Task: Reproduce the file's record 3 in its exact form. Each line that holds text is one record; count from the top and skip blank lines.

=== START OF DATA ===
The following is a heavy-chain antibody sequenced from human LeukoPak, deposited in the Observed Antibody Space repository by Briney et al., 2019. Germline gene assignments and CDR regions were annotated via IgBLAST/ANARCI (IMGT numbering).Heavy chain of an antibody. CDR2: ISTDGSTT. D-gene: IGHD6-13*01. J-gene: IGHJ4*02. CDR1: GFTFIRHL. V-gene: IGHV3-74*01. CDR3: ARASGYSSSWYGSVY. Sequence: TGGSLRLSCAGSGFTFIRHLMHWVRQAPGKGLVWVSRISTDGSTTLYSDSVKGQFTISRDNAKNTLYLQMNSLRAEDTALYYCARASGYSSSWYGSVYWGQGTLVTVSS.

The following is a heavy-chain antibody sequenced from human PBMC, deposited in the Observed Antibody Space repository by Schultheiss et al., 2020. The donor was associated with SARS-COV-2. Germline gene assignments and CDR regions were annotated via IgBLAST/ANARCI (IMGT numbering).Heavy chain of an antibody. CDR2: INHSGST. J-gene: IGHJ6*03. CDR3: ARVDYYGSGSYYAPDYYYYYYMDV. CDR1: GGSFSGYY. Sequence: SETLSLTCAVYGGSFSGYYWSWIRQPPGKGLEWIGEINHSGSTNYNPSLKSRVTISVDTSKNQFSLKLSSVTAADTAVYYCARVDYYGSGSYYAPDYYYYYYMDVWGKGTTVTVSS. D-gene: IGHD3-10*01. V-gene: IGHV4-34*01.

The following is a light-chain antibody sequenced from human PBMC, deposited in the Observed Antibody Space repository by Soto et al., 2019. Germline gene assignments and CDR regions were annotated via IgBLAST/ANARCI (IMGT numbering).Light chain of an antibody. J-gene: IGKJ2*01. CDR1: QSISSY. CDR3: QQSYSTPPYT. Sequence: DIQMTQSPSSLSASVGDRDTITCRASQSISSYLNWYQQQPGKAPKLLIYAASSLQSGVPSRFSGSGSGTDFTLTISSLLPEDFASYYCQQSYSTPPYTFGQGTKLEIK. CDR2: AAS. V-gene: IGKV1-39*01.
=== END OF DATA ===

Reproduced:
The following is a light-chain antibody sequenced from human PBMC, deposited in the Observed Antibody Space repository by Soto et al., 2019. Germline gene assignments and CDR regions were annotated via IgBLAST/ANARCI (IMGT numbering).Light chain of an antibody. J-gene: IGKJ2*01. CDR1: QSISSY. CDR3: QQSYSTPPYT. Sequence: DIQMTQSPSSLSASVGDRDTITCRASQSISSYLNWYQQQPGKAPKLLIYAASSLQSGVPSRFSGSGSGTDFTLTISSLLPEDFASYYCQQSYSTPPYTFGQGTKLEIK. CDR2: AAS. V-gene: IGKV1-39*01.